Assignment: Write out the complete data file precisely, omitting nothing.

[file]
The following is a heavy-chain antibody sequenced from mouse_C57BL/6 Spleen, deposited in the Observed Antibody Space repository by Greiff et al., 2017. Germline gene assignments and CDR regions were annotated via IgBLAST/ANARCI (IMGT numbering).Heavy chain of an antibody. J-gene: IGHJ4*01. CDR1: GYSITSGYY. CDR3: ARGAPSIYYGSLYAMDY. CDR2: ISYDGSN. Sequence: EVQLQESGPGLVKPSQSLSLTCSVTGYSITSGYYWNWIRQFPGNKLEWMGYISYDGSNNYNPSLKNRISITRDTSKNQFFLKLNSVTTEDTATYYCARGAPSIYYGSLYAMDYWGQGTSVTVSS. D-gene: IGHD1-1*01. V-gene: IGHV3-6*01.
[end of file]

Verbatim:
The following is a heavy-chain antibody sequenced from mouse_C57BL/6 Spleen, deposited in the Observed Antibody Space repository by Greiff et al., 2017. Germline gene assignments and CDR regions were annotated via IgBLAST/ANARCI (IMGT numbering).Heavy chain of an antibody. J-gene: IGHJ4*01. CDR1: GYSITSGYY. CDR3: ARGAPSIYYGSLYAMDY. CDR2: ISYDGSN. Sequence: EVQLQESGPGLVKPSQSLSLTCSVTGYSITSGYYWNWIRQFPGNKLEWMGYISYDGSNNYNPSLKNRISITRDTSKNQFFLKLNSVTTEDTATYYCARGAPSIYYGSLYAMDYWGQGTSVTVSS. D-gene: IGHD1-1*01. V-gene: IGHV3-6*01.